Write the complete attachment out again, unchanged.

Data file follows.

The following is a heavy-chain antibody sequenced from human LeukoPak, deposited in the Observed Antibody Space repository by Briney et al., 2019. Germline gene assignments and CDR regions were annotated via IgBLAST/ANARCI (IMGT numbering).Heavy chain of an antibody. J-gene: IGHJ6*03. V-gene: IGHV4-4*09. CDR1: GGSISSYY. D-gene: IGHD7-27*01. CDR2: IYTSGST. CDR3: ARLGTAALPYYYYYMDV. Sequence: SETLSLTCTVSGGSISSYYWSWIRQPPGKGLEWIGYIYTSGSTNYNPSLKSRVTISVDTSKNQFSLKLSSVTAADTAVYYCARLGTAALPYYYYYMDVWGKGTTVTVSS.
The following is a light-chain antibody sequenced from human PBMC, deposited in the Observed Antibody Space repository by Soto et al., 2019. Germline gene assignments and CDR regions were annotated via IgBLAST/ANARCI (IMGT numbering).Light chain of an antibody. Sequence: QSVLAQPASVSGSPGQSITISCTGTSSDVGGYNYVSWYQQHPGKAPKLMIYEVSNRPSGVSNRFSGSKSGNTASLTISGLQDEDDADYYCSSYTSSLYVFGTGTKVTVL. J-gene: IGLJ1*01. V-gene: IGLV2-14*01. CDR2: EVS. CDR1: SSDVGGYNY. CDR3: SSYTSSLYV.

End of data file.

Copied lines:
The following is a heavy-chain antibody sequenced from human LeukoPak, deposited in the Observed Antibody Space repository by Briney et al., 2019. Germline gene assignments and CDR regions were annotated via IgBLAST/ANARCI (IMGT numbering).Heavy chain of an antibody. J-gene: IGHJ6*03. V-gene: IGHV4-4*09. CDR1: GGSISSYY. D-gene: IGHD7-27*01. CDR2: IYTSGST. CDR3: ARLGTAALPYYYYYMDV. Sequence: SETLSLTCTVSGGSISSYYWSWIRQPPGKGLEWIGYIYTSGSTNYNPSLKSRVTISVDTSKNQFSLKLSSVTAADTAVYYCARLGTAALPYYYYYMDVWGKGTTVTVSS.
The following is a light-chain antibody sequenced from human PBMC, deposited in the Observed Antibody Space repository by Soto et al., 2019. Germline gene assignments and CDR regions were annotated via IgBLAST/ANARCI (IMGT numbering).Light chain of an antibody. Sequence: QSVLAQPASVSGSPGQSITISCTGTSSDVGGYNYVSWYQQHPGKAPKLMIYEVSNRPSGVSNRFSGSKSGNTASLTISGLQDEDDADYYCSSYTSSLYVFGTGTKVTVL. J-gene: IGLJ1*01. V-gene: IGLV2-14*01. CDR2: EVS. CDR1: SSDVGGYNY. CDR3: SSYTSSLYV.